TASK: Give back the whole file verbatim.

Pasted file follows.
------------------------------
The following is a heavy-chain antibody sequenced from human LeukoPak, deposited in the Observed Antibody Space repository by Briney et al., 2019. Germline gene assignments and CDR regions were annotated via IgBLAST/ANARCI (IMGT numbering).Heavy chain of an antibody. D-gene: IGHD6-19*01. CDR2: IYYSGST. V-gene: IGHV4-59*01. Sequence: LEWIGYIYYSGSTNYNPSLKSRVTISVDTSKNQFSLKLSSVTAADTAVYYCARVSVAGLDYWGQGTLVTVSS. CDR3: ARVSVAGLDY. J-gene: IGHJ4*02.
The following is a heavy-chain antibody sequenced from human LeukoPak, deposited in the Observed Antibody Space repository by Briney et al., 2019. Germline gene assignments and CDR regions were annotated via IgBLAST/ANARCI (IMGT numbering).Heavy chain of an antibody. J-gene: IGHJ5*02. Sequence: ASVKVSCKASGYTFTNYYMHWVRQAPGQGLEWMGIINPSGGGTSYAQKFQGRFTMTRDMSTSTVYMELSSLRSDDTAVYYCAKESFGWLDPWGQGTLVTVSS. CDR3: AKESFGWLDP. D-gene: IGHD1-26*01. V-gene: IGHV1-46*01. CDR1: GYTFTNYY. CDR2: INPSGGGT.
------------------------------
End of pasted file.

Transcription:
The following is a heavy-chain antibody sequenced from human LeukoPak, deposited in the Observed Antibody Space repository by Briney et al., 2019. Germline gene assignments and CDR regions were annotated via IgBLAST/ANARCI (IMGT numbering).Heavy chain of an antibody. D-gene: IGHD6-19*01. CDR2: IYYSGST. V-gene: IGHV4-59*01. Sequence: LEWIGYIYYSGSTNYNPSLKSRVTISVDTSKNQFSLKLSSVTAADTAVYYCARVSVAGLDYWGQGTLVTVSS. CDR3: ARVSVAGLDY. J-gene: IGHJ4*02.
The following is a heavy-chain antibody sequenced from human LeukoPak, deposited in the Observed Antibody Space repository by Briney et al., 2019. Germline gene assignments and CDR regions were annotated via IgBLAST/ANARCI (IMGT numbering).Heavy chain of an antibody. J-gene: IGHJ5*02. Sequence: ASVKVSCKASGYTFTNYYMHWVRQAPGQGLEWMGIINPSGGGTSYAQKFQGRFTMTRDMSTSTVYMELSSLRSDDTAVYYCAKESFGWLDPWGQGTLVTVSS. CDR3: AKESFGWLDP. D-gene: IGHD1-26*01. V-gene: IGHV1-46*01. CDR1: GYTFTNYY. CDR2: INPSGGGT.